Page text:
I’m liking the updated NIV 2011

I’ve just been informed that the Updated NIV 2011 is now available on BibleGateway.com for preview. Thanks to fellow blogger TC Robinson for informing me. I think the news was released when I was out of the loop. In the mean time, it looks like others have also started blogging about the updated NIV of 2011 too: TC Robinson (here, here, here), Suzanne McCarthy (here, here, here, Iver Larsen (and here), Bill MounceJoel Hoffman, John Hobbins, Rick Mansfield, David Ker, Peter Kirk, and Brian Fulthorp. Comparison charts by Robert Slowly and John Dyer (and here) (HT: Wayne Leman).

Well, I’m glad the Committee on Bible Translation (CBT) got past the bumps of the rough ride concerning the debacle of gender-inclusive language.  When pro-ESVers got on the anti-TNIV bandwagon and ignorantly trashed it, many of us bibliobloggers weren’t too happy about it, especially when gender-inclusive translations like the NLT got away without any lumps. It was a classic case of bullying.  When CBT trashed the TNIV, I remember I wasn’t too happy about that (here, here & here), but I’m glad the CBT took responsibility to back up its previous revision, the TNIV.  The translators’ notes states:

“As stated in the September 1, 2009, announcement regarding the planned update, every single change introduced into the committee’s last major revision (the TNIV) relating to inclusive language for humanity was reconsidered…. Nowhere in the updated NIV (nor in the TNIV, nor in any of the committee discussions leading up to either version) is there even the remotest hint of any inclusive language for God.” (see translators’ notes…)

And I’m glad that changes to the NIV do not happen haphazardly:

“Therefore a change is introduced into the text only if at least 70 percent of the committee members present at the time of the voting agree to it.

The changes to gender-inclusive language was intentional and so I think we need to support what CBT has done to bring these improvements into the NIV 2001.  In my eyes, CBT has redeemed itself.  Who cares what the Council on Biblical Manhood and Womanhood thinks (here)!  I’m looking forward to reading more of the Updated NIV 2011.

Serendipity Bible: very helpful for small group study

I have been using the Serendipity Bible in my personal and small group studies quite frequently. I have found it to be a very valuable resource because it has been making it easier for me to lead bible studies with questions straight out of the same bible without flipping through pages and booklets. It asks the readers engaging questions to help leaders guide small groups into meaningful conversation about the passage. In each of the lessons, there are meaningful questions to engage the reader to think about how the passage relates to their own lives. This is a bible power-packed with 30,000 questions organized into 200 relational bible study lessons, which are also organized into 60 Felt Needs courses and 16 topical study courses (see PDF). It is primarily geared to leaders who lead group bible studies, but it is just as appropriate for personal study. In my personal opinion, it does not seem to be as widely used as it should be, so I thought I’d inform small group leaders out there about this great resource. I would recommend it to any bible study leader or those considering starting up a small group study, and also for those who want to go deeper in personal study. You will not go wrong with making an investment in this bible. It began with the New International Version (NIV) translation but now includes the Holman Christian Standard Bible (HCSB). It has been published by Serendipity House for 20 years and has been owned by Lifeway since 2002. It is available in both a hardcover and bonded leather.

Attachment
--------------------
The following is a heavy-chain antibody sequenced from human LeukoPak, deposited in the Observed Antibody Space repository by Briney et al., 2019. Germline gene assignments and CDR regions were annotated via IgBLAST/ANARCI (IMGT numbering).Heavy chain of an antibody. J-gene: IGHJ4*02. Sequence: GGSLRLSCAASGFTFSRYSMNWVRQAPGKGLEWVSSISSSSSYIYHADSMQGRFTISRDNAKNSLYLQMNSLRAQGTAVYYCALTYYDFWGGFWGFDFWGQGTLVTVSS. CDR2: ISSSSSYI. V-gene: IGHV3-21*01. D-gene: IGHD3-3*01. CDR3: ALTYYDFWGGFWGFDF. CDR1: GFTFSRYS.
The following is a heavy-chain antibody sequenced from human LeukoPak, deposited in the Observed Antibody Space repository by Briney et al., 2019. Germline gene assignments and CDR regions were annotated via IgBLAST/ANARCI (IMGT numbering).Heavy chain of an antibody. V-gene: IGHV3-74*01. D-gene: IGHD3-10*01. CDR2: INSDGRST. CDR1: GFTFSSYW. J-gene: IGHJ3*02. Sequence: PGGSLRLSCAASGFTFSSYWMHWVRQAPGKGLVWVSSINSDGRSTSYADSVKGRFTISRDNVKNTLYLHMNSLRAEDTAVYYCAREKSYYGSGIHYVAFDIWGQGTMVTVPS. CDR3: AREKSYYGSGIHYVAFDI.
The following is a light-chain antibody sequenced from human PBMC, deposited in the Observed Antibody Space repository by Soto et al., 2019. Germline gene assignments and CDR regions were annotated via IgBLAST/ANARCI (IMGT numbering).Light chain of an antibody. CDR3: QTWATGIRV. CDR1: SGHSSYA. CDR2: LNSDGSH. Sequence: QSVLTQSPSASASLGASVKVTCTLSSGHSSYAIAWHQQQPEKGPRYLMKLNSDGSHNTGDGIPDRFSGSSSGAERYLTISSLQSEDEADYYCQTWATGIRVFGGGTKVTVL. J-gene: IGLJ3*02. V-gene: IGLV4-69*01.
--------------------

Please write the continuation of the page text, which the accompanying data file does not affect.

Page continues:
Even though it is primarily marketed to the evangelical market, it is just as invaluable to evangelicals in mainline churches who use the weekly lectionary and hold regular bible studies. There are studies in Old Testament, Epistles, and Gospel lessons for each of the lectionary readings of the week—from years A to C. In Lutheran circles, the Lutheran Men in Mission Ministry (Evangelical Lutheran Church of America) has asked Serendipity to publish a version of this bible. It is called Master Builders Bible for Men (NIV) and is available through Augsburg Fortress. It is almost virtually the same in content except for the cover. Our men’s bible studies have been giving it away for free to all the men who attend our men’s breakfast on Saturday mornings. It’s a great way to encourage and enable regular devotional bible reading. It is so well-liked that I have seen women using this bible that’s labelled for men”. In the past, it was also available in New American Bible (NAB), however, I do not know if it is still available today. The Catholic version was marketed as the NAB Catholic Serendipity Bible by Zondervan.